Essays on Corporate Governance Financial Crime Ethics and Controls in the UK and the US Essay

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The paper 'Corporate Governance Financial Crime Ethics and Controls in the UK and the US' is a wonderful example of a Finance and Accounting Essay. Issues of corporate governance, ethics, and controls as well as financial crime continue to gain significant interest in the corporate world especially in the United Kingdom (UK) and United States (US) especially after the collapse of WorldCom and Enron in 2002. Corporate governance involves processes and systems among corporate entities that are established to ensure openness, probity, and proper accountability in the way they conduct business.

The concept of corporate governance was passed in the UK after initial development and implementation in the US (Ping & Andy, 2011, p. 8). These countries operate under rules and regulations founded on the disclosure concept and uphold responsibility, fairness, accountability, and transparency to gain the necessary confidence and trust of shareholders (Mendez, 2014). While there is no universal corporate governance model, the UK corporate governance environment remains volatile with significant influence from the US and Europe. National laws and regulations as well as the expectations of shareholders and economic goals dictate how corporations work.

However, some measure of corporate convergence has largely resulted from standards required by capital markets and international investors. This essay compares and contrasts corporate governance, financial crime reporting, and ethics, and controls among corporate companies in the US and UK. Corporate Governance, Financial Crime, and Ethics and Controls in the US and UK The UK and the US corporate governance systems have common goals of bringing profits to the shareholders, the primary beneficiaries of fiduciary duties (Dowdey, 2005). Both countries operate under active markets for corporate control, uncommitted shareholder’ s dispersed share ownership, and the importance of equity financing.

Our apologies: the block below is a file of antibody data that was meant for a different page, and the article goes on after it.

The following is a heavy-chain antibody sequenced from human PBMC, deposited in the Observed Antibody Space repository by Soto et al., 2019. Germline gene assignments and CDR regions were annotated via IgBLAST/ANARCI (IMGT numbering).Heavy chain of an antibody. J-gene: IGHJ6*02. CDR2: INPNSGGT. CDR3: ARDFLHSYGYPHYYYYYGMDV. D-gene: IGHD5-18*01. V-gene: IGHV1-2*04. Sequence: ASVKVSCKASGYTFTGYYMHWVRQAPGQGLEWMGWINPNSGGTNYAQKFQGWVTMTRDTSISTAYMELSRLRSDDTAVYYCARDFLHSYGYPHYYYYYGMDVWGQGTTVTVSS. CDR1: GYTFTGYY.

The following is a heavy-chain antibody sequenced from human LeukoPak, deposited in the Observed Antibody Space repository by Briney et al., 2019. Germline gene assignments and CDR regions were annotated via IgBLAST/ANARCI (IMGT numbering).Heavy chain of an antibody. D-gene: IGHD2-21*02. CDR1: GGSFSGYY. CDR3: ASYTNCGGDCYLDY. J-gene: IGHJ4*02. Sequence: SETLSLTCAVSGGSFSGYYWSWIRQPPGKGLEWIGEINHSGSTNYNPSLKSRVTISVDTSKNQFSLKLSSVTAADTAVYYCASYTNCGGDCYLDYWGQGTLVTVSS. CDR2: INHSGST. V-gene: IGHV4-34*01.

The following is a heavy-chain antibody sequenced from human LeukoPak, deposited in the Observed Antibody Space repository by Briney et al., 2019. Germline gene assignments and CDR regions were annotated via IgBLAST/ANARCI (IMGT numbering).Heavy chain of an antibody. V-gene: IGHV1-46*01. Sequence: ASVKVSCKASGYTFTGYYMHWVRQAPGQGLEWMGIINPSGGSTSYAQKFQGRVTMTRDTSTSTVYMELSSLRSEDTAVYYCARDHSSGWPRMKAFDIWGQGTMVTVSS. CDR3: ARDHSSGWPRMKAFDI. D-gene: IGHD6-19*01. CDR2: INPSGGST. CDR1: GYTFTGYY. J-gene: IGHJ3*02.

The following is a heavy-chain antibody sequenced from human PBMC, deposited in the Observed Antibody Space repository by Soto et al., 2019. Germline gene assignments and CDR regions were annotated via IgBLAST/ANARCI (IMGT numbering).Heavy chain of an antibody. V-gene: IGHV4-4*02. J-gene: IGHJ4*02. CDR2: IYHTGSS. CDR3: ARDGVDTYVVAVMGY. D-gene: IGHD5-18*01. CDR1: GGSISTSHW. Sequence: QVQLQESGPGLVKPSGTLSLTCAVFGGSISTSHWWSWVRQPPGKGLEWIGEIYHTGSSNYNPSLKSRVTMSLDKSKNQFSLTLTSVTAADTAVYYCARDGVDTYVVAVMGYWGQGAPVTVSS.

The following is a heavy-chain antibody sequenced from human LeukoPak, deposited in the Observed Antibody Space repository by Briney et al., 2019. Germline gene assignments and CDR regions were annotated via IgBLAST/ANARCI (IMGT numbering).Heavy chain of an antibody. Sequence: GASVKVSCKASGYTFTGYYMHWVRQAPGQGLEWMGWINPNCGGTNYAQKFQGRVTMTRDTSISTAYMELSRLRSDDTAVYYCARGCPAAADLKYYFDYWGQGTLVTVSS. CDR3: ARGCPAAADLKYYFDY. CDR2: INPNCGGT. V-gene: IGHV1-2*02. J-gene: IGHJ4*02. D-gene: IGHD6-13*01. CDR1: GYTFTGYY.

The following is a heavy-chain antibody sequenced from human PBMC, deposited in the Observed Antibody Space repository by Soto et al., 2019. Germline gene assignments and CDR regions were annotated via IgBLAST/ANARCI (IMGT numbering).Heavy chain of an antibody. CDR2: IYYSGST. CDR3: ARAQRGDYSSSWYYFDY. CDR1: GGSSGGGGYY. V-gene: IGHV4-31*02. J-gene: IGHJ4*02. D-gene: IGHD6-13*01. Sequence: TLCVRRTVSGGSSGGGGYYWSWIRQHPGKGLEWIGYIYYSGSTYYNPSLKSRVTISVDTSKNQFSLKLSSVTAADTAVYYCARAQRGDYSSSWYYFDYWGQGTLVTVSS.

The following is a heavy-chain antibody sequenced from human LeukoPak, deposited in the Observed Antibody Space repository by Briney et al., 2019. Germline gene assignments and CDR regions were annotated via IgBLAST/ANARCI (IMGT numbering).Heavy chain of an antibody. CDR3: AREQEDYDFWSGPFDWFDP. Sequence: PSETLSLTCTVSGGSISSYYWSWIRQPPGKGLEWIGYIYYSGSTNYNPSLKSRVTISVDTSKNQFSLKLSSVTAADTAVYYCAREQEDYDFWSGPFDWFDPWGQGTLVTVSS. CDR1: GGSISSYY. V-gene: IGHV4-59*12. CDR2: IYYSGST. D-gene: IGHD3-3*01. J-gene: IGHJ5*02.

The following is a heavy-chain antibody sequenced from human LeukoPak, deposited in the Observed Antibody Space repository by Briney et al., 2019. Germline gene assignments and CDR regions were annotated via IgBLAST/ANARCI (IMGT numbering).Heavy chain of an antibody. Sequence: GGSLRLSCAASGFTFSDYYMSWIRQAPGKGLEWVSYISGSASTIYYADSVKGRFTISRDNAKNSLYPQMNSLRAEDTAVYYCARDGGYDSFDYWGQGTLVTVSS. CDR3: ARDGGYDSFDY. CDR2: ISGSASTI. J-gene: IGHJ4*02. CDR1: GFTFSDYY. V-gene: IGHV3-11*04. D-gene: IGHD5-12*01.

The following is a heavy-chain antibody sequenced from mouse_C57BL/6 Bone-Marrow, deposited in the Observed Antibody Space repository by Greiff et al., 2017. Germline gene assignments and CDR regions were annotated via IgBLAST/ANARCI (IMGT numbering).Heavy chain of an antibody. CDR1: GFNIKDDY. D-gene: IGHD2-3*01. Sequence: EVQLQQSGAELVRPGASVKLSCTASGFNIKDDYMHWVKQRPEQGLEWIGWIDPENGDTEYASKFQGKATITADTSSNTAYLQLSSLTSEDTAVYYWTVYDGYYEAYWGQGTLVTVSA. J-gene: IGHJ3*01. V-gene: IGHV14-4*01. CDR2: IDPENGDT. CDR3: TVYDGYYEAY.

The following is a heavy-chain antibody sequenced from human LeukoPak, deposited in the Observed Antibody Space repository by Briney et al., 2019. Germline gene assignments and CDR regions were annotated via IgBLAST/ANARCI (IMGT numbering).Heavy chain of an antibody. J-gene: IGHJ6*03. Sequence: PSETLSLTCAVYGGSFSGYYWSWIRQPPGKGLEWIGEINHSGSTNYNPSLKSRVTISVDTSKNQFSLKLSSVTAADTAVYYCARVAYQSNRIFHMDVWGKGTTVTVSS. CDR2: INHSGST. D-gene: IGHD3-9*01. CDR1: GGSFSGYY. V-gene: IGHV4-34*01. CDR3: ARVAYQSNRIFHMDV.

The UK corporate governance regulations are drawn from common law rules such as the director’ s fiduciary duties, statutes like the Companies Act of 1985, Listing Rules, and the company’ s constitutional documents. Moreover, Financial Services Authority, Non-legal guidelines from institutional investors, the Combined Code on Corporate Governance (CC-2008), and the Combined Code on Corporate Governance also have an input on regulations, rules, and recommendations of corporations. The Combined Code provisions are mandatory for listed companies to provide a statement for reasons of compliance or non-compliance (Dowdey, 2005).

On the other hand, the US corporate governance regulations are largely determined by the Sabarnes-Oxley Act of 2002 drawn by NASDAQ, New York Stock Exchange, and the Securities and Exchange Commission (Barnett & Balasundram, 2008, p. 24). The reigning principles of good corporate governance practiced by the two countries include responsibility, fairness, accountability, and transparency to gain the necessary confidence and trust of shareholders (Mendez, 2014, p. 20). Corporate governance in the UK uses the ‘ comply or explain’ approach while the Sabarnes-Oxley Act (SOX) uses the general approach (Ofori, 2011).

Yet, SOX related regulations are derived from ‘ comply or explain’ even though it relies on imprisonment penalties and fines for violations. For example, the US regulations are less robust as compared to the regulatory intervention in the UK and other European countries (Clarke, 2016, p. 29). Furthermore, the UK corporate ownership and control are highly fragmented and dispersed which results in the weakening of ownership and reduced the board’ s influence on the direction of the company (Mallin, 2004). Conversely, the US ownership landscape is even more dispersed which has given rise to institutional investors and strong managerial influence on the direction of the company (Mendez, 2014, p. 13).

In the UK, voting power is concentrated among committees and has incentives to perform direct monitoring while in the US, voting power is dispersed and has led to more scandals and corporate excesses (Mendez, 2014, p. 20). Nonetheless, both countries have strong managers and weak owners. Besides, the US economic model on corporate governance is market-oriented and emphasizes on unbridled competition where market forces operate under a regulatory framework of ‘ winner take all’ criteria (Mendez, 2014, p. 7).

On the other hand, the UK model is based on ‘ comply or explain’ which draws on culture and traditions, flexibility and corporate ownership structures gave the varying legal frameworks.


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